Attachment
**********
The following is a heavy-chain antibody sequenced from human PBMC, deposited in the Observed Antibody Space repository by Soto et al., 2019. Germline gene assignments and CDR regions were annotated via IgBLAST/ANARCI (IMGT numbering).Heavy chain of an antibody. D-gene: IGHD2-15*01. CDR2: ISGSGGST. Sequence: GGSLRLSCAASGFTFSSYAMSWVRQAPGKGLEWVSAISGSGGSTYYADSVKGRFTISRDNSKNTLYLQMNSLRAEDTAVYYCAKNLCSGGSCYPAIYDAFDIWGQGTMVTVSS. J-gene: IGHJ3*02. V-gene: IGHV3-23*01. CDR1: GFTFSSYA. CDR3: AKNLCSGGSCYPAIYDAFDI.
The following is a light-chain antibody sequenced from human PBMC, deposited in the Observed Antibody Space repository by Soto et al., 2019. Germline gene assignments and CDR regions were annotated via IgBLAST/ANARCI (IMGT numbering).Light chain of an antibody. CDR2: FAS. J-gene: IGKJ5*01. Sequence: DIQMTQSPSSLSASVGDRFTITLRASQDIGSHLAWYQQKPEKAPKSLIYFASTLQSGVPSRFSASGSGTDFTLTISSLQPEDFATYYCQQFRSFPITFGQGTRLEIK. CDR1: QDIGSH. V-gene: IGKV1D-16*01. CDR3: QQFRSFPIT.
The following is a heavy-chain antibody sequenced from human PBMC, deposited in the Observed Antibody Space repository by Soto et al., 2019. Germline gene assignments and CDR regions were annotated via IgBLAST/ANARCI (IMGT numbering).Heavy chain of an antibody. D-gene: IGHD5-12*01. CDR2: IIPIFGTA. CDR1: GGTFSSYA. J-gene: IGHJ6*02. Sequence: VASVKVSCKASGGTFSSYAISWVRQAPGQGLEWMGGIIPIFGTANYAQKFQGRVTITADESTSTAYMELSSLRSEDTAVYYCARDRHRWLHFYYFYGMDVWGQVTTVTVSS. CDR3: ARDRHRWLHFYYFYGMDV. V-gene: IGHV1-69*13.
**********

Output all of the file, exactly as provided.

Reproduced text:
The following is a heavy-chain antibody sequenced from human PBMC, deposited in the Observed Antibody Space repository by Soto et al., 2019. Germline gene assignments and CDR regions were annotated via IgBLAST/ANARCI (IMGT numbering).Heavy chain of an antibody. D-gene: IGHD2-15*01. CDR2: ISGSGGST. Sequence: GGSLRLSCAASGFTFSSYAMSWVRQAPGKGLEWVSAISGSGGSTYYADSVKGRFTISRDNSKNTLYLQMNSLRAEDTAVYYCAKNLCSGGSCYPAIYDAFDIWGQGTMVTVSS. J-gene: IGHJ3*02. V-gene: IGHV3-23*01. CDR1: GFTFSSYA. CDR3: AKNLCSGGSCYPAIYDAFDI.
The following is a light-chain antibody sequenced from human PBMC, deposited in the Observed Antibody Space repository by Soto et al., 2019. Germline gene assignments and CDR regions were annotated via IgBLAST/ANARCI (IMGT numbering).Light chain of an antibody. CDR2: FAS. J-gene: IGKJ5*01. Sequence: DIQMTQSPSSLSASVGDRFTITLRASQDIGSHLAWYQQKPEKAPKSLIYFASTLQSGVPSRFSASGSGTDFTLTISSLQPEDFATYYCQQFRSFPITFGQGTRLEIK. CDR1: QDIGSH. V-gene: IGKV1D-16*01. CDR3: QQFRSFPIT.
The following is a heavy-chain antibody sequenced from human PBMC, deposited in the Observed Antibody Space repository by Soto et al., 2019. Germline gene assignments and CDR regions were annotated via IgBLAST/ANARCI (IMGT numbering).Heavy chain of an antibody. D-gene: IGHD5-12*01. CDR2: IIPIFGTA. CDR1: GGTFSSYA. J-gene: IGHJ6*02. Sequence: VASVKVSCKASGGTFSSYAISWVRQAPGQGLEWMGGIIPIFGTANYAQKFQGRVTITADESTSTAYMELSSLRSEDTAVYYCARDRHRWLHFYYFYGMDVWGQVTTVTVSS. CDR3: ARDRHRWLHFYYFYGMDV. V-gene: IGHV1-69*13.